Hello Sadness - Los Campesinos
When the new Los Campesinos release came into the station, I had the same kind of feeling in my stomach that you get when an old friend comes into town for the first time in years. Sure you have a emotional connection that goes back a while, but do you have anything in common to relate to or is the visit going to be endlessly rehashing the past? Worse maybe you've grown apart in these years, you've seen their recent Facebook updates and its less Cracked.com articles and more Fox News posts by the day. The only way to know is to talk to them, find out if you can reconnect.
By no means has Los Campesinos been gone for a while, their last release, the underwhelming Romance is Boring, came out at the start of 2010, after coming out with two widely divergent albums in 2008. Still after that breakneck release schedule, it feels like a while since we've heard from them. The first track on Hello Sadness has a familiar feel to it, for LC fans it should be instantly likable. It starts off with a minor note laden 8-bit synth, and progresses nicely into a hand clapping indie arena-rock anthem sound. Still after the initial approachability of the beat and melody you notice a few things missing. Where is the multi-instrumental assault we heard on Hold on Now Youngster? Where is the coy interplay of lyrics between Gareth Campesinos and Aleksandra (she has left the band after Romance is Boring)? This interplay never comes out in this album. Its one of the fundamental problems of Hello Sadness, Gareth's vocals work as a snarky voice of a self-hating heartbroken hipster, with relief from the sugary sweet voice of Aleksandra, but on their own they can become grating. The band tries to compensate by putting in the occasional female backed chorus, but it never has the strength to break up Gareth's nasally vocals. (the exception is "The Black Bird, The Dark Slope", which was written before Aleksandra left the band) He is not aided by the lyrics of the songs. Earlier LC releases thrived on ironic hyper-literate lyrics of a grad school drop out, like The Decemberist with more Pynchon and less Melville. We get more straight up heart break on Hello Sadnesss and it desperately calls for some irony to break it up, it ventures into straight up melodrama, you never get the smirk from the band to know its okay to laugh at it. Without this awareness the album ventures dangerously into emo territory. I've always said LC reminds me of a mashup of Architecture in Helsinki and Dashboard Confessional, but its leaning a lot more toward the latter on Hello Sadness.
Just as jarring is while the band has gradually slowed down their songs with each album, this is the first one where you notice it. Songs often feel dense, with the notable exception of "Songs About Your Girldfriend" which has some of the old LC energy about it. The songs come off as more of a side project of one of the members than as a canonical work of the band. Aside from some interesting string composition on some tracks, another odd absence is an aggressive organ/synth sound or really a multi-instrumental feel that has been characteristic of the band. Even when it is present, its relegated to background duty, you don't get it leading. Listen to "Broken Heartbeats Sound like Breakbeats" off of Hold on Now Youngster and listen to any track on Hello Sadness, aside from Gareth's vocals you probably wouldn't think its the same band.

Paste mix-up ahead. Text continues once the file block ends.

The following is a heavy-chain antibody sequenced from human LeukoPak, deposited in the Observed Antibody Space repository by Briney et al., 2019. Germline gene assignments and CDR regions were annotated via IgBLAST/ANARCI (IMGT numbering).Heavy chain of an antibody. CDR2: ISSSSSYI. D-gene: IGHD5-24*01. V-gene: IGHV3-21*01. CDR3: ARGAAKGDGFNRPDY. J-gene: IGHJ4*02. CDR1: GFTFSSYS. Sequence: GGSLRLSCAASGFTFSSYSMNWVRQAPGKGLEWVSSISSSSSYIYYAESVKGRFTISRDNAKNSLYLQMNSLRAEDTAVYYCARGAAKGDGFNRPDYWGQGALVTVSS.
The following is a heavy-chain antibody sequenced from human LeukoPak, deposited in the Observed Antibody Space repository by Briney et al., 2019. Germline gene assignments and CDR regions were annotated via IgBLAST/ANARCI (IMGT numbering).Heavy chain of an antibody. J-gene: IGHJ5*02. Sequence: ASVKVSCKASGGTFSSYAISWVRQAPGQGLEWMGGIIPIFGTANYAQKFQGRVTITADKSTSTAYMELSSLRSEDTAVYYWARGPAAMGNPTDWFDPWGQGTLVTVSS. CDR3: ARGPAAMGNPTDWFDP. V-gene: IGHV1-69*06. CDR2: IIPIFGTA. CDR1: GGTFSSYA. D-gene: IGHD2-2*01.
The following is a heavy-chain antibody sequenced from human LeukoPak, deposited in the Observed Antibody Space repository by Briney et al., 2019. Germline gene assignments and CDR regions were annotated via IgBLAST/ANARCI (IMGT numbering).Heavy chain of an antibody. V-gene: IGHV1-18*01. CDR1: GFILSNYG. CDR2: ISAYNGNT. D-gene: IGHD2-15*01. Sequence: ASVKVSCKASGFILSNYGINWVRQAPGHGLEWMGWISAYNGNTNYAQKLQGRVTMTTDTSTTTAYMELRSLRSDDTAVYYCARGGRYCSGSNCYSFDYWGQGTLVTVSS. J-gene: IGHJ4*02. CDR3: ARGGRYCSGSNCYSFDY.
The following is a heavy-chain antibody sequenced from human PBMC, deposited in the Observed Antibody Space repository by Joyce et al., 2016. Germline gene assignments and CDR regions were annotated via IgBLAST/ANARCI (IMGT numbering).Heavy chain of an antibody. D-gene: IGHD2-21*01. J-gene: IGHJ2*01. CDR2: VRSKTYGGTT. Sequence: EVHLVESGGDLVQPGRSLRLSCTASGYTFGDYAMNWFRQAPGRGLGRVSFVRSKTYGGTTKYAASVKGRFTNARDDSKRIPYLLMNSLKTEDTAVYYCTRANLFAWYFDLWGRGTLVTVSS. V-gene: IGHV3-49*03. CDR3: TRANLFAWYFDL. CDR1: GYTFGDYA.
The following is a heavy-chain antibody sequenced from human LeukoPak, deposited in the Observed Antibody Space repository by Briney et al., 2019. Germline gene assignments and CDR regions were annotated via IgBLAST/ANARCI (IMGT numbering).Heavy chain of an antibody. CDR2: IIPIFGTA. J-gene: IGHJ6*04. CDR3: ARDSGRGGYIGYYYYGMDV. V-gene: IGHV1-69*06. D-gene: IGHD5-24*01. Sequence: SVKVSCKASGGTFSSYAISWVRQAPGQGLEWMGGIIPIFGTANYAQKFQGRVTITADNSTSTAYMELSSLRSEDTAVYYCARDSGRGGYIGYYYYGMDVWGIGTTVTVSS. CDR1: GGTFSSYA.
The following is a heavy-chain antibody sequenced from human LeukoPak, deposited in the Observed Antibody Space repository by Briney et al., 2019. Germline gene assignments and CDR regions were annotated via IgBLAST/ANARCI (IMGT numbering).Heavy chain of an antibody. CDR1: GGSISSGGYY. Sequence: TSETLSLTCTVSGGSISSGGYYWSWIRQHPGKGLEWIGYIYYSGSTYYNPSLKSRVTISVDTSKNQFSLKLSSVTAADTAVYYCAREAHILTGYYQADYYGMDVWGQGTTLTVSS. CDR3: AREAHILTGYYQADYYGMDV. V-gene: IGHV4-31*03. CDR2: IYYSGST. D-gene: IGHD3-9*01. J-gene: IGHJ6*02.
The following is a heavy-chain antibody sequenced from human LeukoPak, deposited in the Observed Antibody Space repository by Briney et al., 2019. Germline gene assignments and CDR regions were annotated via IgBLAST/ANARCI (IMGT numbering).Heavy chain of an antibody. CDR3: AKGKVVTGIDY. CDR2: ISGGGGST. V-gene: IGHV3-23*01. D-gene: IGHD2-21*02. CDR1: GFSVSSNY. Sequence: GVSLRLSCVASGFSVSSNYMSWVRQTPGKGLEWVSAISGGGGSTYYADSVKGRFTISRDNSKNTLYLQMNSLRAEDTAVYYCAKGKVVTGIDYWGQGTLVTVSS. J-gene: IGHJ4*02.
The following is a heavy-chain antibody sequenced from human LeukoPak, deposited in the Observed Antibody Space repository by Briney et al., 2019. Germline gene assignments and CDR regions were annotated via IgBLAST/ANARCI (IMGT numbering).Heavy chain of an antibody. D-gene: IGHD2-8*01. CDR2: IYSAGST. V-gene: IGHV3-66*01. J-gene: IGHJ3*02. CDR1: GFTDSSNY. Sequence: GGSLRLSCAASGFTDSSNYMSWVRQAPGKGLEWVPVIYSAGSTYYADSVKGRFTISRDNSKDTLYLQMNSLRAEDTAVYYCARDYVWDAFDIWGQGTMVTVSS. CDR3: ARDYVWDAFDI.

This is not to say the album is bad, but its clear that the lineup changes have distinctly changed their sound. When LC first came on the scene, they were styled as twee-punk, I don't think the moniker fits any more. Some of the songs on the album are quite good, notably the first two, "By Your Hand" and "Songs about Your Girlfriend". "To Tundra" features a digital haze that envelopes the ear and expands into a larger string arrangement that's compelling. Maybe its because I've gotten used to their new sound, but as the album progresses the sounds seem to get better after a pretty unexceptional middle. "Baby I Got the Death Rattle" may stall out in terms of energy, but the density pays off and gives the listener a bitter sing along. The final song "Dark Leaves, Light Sees pt II" is as self-indulgent as its name suggests, but almost has an early Modest Mouse sound to it, I wouldn't put it in my in a playlist, but if it came up on random I wouldn't skip it, as a novelty if nothing else.
Ultimately I might be too close to the band for objectivity. Maybe if you've never heard them before the album would come across as mature, a well constructed piece by a band sure of its abilities. To my ear though, LC has lost its overly self-confident swagger. Its on the wrong side of irony on this album, and its just not as fun to listen to as their previous pieces.